Say goodbye to the dumb prosthetic hands that use are a hassle to train and work with. This revolutionary bionic hand can ‘see’ the objects instantly and work out the type of grip needed to help the wearer. The hand can self-select one of four grips by detecting whether the wearer wants to, for example, pick up an apple or holding a pen between thumb and forefinger.
The wearer just has to glance at the object that is needed to be picked up and think of the grip they would want. The arm can detect a dozen of ‘trigger actions’ that are imagined by the users and use brain signals to activate muscles connected to electrodes on their stump.
The arm adds the data collected using a 99p ($1.30) webcam to work out the grasp needed and gives respite to hours of exhausting training for amputees who use traditional prosthetics. The current database of the prosthetic contains over 500 items and changes its grasp almost instantaneously.
This prosthesis is ten times faster than a traditional artificial hand and consumes mere milliseconds to respond to the user.
Dr. Kianoush Nazrpour, the co-author of the study on the prosthetic hand, said:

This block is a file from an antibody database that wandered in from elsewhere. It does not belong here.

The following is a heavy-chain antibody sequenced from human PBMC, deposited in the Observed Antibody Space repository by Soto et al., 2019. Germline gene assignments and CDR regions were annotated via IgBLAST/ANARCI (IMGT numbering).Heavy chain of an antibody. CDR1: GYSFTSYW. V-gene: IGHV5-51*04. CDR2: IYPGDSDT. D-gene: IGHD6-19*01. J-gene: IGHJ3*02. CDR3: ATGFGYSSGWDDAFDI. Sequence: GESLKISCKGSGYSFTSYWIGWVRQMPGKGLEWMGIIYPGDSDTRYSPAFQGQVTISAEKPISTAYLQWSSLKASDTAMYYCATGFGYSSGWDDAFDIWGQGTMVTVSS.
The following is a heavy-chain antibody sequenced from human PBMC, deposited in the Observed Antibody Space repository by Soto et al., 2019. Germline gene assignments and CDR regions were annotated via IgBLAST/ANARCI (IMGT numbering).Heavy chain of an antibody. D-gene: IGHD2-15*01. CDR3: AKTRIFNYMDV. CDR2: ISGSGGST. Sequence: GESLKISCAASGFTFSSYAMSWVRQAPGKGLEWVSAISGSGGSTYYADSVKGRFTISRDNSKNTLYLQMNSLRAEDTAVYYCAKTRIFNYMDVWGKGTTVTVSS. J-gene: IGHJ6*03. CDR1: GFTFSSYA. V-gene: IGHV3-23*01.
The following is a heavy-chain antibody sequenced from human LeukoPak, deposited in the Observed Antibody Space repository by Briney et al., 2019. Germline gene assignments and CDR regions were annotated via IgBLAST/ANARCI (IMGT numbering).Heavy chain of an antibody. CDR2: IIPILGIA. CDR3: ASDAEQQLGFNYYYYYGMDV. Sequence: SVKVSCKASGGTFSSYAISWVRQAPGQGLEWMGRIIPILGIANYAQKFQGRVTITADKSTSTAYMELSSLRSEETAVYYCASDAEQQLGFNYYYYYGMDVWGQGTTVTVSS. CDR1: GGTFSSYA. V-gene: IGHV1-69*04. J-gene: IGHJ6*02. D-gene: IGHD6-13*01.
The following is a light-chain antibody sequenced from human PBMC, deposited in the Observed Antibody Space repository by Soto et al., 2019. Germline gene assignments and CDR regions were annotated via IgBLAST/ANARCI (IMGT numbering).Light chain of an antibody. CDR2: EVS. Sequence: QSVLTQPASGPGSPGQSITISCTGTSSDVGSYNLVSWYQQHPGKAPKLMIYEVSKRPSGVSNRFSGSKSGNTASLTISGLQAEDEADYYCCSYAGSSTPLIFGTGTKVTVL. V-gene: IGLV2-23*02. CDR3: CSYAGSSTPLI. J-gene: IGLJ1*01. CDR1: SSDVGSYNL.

‘For many amputees the reference point is their healthy arm or leg so prosthetics seem slow and cumbersome in comparison. ‘Now, for the first time in a century, we have developed an “intuitive” hand that can react without thinking.’
The biomedical engineers at Newcastle University who created the hand hope that it will be available for NHS patients within two years.
The arm has been tested on two amputees, and it worked with an accuracy of up to 88 percent.
Amputee Doug McIntosh, 56, who used the “seeing” hand described the experience as ‘completely mind-boggling.’ He lost his right hand and forearm to cancer in 1997 and used the technology to pick up a small bottle, a CD, and a credit card.
‘It’s quite emotional when the thing comes to life. It was almost like a flashback to the last night before I had my amputation, but it was emotional in a good sense.’
On the critique of the technology only using one muscle trigger and allowing the rest of the amputated muscles wither away, Dr. Jeroen Bergmann, a wearable technology expert from the University of Oxford, replied:
‘Robust control of artificial limbs is essential and although at the moment further improvements are still needed to make the technology described in the paper applicable in the real-world, it is likely that in the future prosthetic control can benefit from this kind of development.’
Watch the magic in the video below!